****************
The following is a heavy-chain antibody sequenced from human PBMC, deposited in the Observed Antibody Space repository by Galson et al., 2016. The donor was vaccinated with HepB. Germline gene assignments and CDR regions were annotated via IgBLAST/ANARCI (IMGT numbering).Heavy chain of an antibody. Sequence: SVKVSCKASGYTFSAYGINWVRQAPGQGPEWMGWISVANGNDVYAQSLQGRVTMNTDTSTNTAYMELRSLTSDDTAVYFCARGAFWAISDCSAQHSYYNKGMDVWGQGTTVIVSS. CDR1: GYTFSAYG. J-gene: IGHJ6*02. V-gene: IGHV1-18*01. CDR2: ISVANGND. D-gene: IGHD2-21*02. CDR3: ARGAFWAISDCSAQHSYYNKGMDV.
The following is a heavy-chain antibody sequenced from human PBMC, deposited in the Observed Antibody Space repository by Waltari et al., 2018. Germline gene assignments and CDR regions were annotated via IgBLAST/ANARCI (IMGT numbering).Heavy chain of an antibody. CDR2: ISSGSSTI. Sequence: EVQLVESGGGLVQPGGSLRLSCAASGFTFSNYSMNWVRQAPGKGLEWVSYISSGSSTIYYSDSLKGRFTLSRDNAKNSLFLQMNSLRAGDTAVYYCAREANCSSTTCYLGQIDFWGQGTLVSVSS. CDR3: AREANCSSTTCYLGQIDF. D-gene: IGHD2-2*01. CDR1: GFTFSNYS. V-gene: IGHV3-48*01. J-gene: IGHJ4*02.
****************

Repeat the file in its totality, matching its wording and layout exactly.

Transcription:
The following is a heavy-chain antibody sequenced from human PBMC, deposited in the Observed Antibody Space repository by Galson et al., 2016. The donor was vaccinated with HepB. Germline gene assignments and CDR regions were annotated via IgBLAST/ANARCI (IMGT numbering).Heavy chain of an antibody. Sequence: SVKVSCKASGYTFSAYGINWVRQAPGQGPEWMGWISVANGNDVYAQSLQGRVTMNTDTSTNTAYMELRSLTSDDTAVYFCARGAFWAISDCSAQHSYYNKGMDVWGQGTTVIVSS. CDR1: GYTFSAYG. J-gene: IGHJ6*02. V-gene: IGHV1-18*01. CDR2: ISVANGND. D-gene: IGHD2-21*02. CDR3: ARGAFWAISDCSAQHSYYNKGMDV.
The following is a heavy-chain antibody sequenced from human PBMC, deposited in the Observed Antibody Space repository by Waltari et al., 2018. Germline gene assignments and CDR regions were annotated via IgBLAST/ANARCI (IMGT numbering).Heavy chain of an antibody. CDR2: ISSGSSTI. Sequence: EVQLVESGGGLVQPGGSLRLSCAASGFTFSNYSMNWVRQAPGKGLEWVSYISSGSSTIYYSDSLKGRFTLSRDNAKNSLFLQMNSLRAGDTAVYYCAREANCSSTTCYLGQIDFWGQGTLVSVSS. CDR3: AREANCSSTTCYLGQIDF. D-gene: IGHD2-2*01. CDR1: GFTFSNYS. V-gene: IGHV3-48*01. J-gene: IGHJ4*02.